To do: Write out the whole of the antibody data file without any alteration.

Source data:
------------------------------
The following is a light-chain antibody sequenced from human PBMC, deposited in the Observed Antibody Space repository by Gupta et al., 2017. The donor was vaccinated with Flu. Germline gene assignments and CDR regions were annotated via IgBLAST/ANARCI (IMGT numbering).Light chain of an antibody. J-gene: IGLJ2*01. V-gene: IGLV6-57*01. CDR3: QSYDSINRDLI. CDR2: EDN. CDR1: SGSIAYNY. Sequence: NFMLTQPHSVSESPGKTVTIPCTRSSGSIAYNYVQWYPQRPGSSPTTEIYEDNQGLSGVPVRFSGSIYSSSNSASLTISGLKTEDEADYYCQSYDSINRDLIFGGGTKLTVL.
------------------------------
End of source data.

The following is a light-chain antibody sequenced from human PBMC, deposited in the Observed Antibody Space repository by Gupta et al., 2017. The donor was vaccinated with Flu. Germline gene assignments and CDR regions were annotated via IgBLAST/ANARCI (IMGT numbering).Light chain of an antibody. J-gene: IGLJ2*01. V-gene: IGLV6-57*01. CDR3: QSYDSINRDLI. CDR2: EDN. CDR1: SGSIAYNY. Sequence: NFMLTQPHSVSESPGKTVTIPCTRSSGSIAYNYVQWYPQRPGSSPTTEIYEDNQGLSGVPVRFSGSIYSSSNSASLTISGLKTEDEADYYCQSYDSINRDLIFGGGTKLTVL.